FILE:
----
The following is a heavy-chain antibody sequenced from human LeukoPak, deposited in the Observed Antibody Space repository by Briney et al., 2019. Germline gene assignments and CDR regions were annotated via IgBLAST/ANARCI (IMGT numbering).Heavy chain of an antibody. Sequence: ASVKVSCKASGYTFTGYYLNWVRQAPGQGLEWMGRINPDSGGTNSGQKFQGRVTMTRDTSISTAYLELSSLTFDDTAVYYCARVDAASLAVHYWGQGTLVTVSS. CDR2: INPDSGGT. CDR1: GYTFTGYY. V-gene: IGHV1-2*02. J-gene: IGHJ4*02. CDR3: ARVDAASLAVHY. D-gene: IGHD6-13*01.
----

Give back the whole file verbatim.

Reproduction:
The following is a heavy-chain antibody sequenced from human LeukoPak, deposited in the Observed Antibody Space repository by Briney et al., 2019. Germline gene assignments and CDR regions were annotated via IgBLAST/ANARCI (IMGT numbering).Heavy chain of an antibody. Sequence: ASVKVSCKASGYTFTGYYLNWVRQAPGQGLEWMGRINPDSGGTNSGQKFQGRVTMTRDTSISTAYLELSSLTFDDTAVYYCARVDAASLAVHYWGQGTLVTVSS. CDR2: INPDSGGT. CDR1: GYTFTGYY. V-gene: IGHV1-2*02. J-gene: IGHJ4*02. CDR3: ARVDAASLAVHY. D-gene: IGHD6-13*01.